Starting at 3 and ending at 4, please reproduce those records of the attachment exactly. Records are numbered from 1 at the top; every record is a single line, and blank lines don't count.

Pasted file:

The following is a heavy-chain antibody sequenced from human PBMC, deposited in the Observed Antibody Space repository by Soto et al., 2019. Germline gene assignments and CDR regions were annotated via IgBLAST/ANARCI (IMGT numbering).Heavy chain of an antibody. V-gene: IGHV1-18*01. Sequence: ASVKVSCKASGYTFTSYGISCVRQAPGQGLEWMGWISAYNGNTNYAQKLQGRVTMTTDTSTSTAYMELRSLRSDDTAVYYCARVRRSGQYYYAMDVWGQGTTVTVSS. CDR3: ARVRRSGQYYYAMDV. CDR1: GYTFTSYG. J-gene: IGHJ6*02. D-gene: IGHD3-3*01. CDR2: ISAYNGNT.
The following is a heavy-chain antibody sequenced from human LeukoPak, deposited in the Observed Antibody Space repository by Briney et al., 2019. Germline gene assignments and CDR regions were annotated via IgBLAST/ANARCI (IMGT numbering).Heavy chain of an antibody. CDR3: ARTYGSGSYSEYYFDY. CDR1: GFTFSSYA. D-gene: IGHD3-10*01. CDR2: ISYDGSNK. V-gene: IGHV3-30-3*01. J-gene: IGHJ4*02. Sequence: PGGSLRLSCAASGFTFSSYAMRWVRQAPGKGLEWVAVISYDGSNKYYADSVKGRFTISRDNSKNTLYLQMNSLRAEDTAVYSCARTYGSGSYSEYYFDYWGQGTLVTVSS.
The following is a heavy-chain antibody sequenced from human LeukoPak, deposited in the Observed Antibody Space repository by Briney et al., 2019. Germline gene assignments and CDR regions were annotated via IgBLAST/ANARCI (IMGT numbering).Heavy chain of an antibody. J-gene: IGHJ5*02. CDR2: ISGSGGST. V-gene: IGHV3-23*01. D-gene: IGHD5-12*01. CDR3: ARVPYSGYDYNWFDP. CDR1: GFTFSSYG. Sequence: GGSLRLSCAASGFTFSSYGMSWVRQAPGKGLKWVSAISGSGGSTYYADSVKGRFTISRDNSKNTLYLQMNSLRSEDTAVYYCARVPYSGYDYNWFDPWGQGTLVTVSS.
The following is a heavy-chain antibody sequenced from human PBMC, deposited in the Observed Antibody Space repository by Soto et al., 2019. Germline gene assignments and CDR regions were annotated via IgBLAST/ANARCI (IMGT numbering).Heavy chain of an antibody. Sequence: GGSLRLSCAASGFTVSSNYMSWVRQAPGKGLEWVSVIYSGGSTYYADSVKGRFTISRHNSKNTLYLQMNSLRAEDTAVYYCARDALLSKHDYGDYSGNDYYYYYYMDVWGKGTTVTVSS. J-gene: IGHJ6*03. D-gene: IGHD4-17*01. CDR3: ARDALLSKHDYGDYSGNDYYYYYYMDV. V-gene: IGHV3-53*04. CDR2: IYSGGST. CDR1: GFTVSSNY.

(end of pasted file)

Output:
The following is a heavy-chain antibody sequenced from human LeukoPak, deposited in the Observed Antibody Space repository by Briney et al., 2019. Germline gene assignments and CDR regions were annotated via IgBLAST/ANARCI (IMGT numbering).Heavy chain of an antibody. J-gene: IGHJ5*02. CDR2: ISGSGGST. V-gene: IGHV3-23*01. D-gene: IGHD5-12*01. CDR3: ARVPYSGYDYNWFDP. CDR1: GFTFSSYG. Sequence: GGSLRLSCAASGFTFSSYGMSWVRQAPGKGLKWVSAISGSGGSTYYADSVKGRFTISRDNSKNTLYLQMNSLRSEDTAVYYCARVPYSGYDYNWFDPWGQGTLVTVSS.
The following is a heavy-chain antibody sequenced from human PBMC, deposited in the Observed Antibody Space repository by Soto et al., 2019. Germline gene assignments and CDR regions were annotated via IgBLAST/ANARCI (IMGT numbering).Heavy chain of an antibody. Sequence: GGSLRLSCAASGFTVSSNYMSWVRQAPGKGLEWVSVIYSGGSTYYADSVKGRFTISRHNSKNTLYLQMNSLRAEDTAVYYCARDALLSKHDYGDYSGNDYYYYYYMDVWGKGTTVTVSS. J-gene: IGHJ6*03. D-gene: IGHD4-17*01. CDR3: ARDALLSKHDYGDYSGNDYYYYYYMDV. V-gene: IGHV3-53*04. CDR2: IYSGGST. CDR1: GFTVSSNY.